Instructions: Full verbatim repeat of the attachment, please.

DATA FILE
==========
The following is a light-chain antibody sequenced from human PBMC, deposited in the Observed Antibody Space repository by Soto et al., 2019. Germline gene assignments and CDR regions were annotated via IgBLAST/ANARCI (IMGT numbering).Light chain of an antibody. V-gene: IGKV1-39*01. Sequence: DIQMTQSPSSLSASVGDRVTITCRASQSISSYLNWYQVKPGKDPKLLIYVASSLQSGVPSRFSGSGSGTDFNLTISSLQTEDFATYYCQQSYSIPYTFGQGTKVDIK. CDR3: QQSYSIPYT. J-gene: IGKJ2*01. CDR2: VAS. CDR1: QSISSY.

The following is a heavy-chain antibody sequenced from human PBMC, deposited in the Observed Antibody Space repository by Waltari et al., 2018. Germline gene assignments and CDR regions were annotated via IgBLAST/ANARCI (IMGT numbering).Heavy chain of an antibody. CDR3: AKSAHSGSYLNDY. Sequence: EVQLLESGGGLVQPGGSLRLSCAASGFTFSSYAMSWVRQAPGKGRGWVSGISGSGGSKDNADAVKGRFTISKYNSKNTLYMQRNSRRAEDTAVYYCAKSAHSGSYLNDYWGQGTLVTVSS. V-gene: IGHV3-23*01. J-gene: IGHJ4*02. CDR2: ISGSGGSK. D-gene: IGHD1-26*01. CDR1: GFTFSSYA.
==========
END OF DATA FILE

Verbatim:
The following is a light-chain antibody sequenced from human PBMC, deposited in the Observed Antibody Space repository by Soto et al., 2019. Germline gene assignments and CDR regions were annotated via IgBLAST/ANARCI (IMGT numbering).Light chain of an antibody. V-gene: IGKV1-39*01. Sequence: DIQMTQSPSSLSASVGDRVTITCRASQSISSYLNWYQVKPGKDPKLLIYVASSLQSGVPSRFSGSGSGTDFNLTISSLQTEDFATYYCQQSYSIPYTFGQGTKVDIK. CDR3: QQSYSIPYT. J-gene: IGKJ2*01. CDR2: VAS. CDR1: QSISSY.

The following is a heavy-chain antibody sequenced from human PBMC, deposited in the Observed Antibody Space repository by Waltari et al., 2018. Germline gene assignments and CDR regions were annotated via IgBLAST/ANARCI (IMGT numbering).Heavy chain of an antibody. CDR3: AKSAHSGSYLNDY. Sequence: EVQLLESGGGLVQPGGSLRLSCAASGFTFSSYAMSWVRQAPGKGRGWVSGISGSGGSKDNADAVKGRFTISKYNSKNTLYMQRNSRRAEDTAVYYCAKSAHSGSYLNDYWGQGTLVTVSS. V-gene: IGHV3-23*01. J-gene: IGHJ4*02. CDR2: ISGSGGSK. D-gene: IGHD1-26*01. CDR1: GFTFSSYA.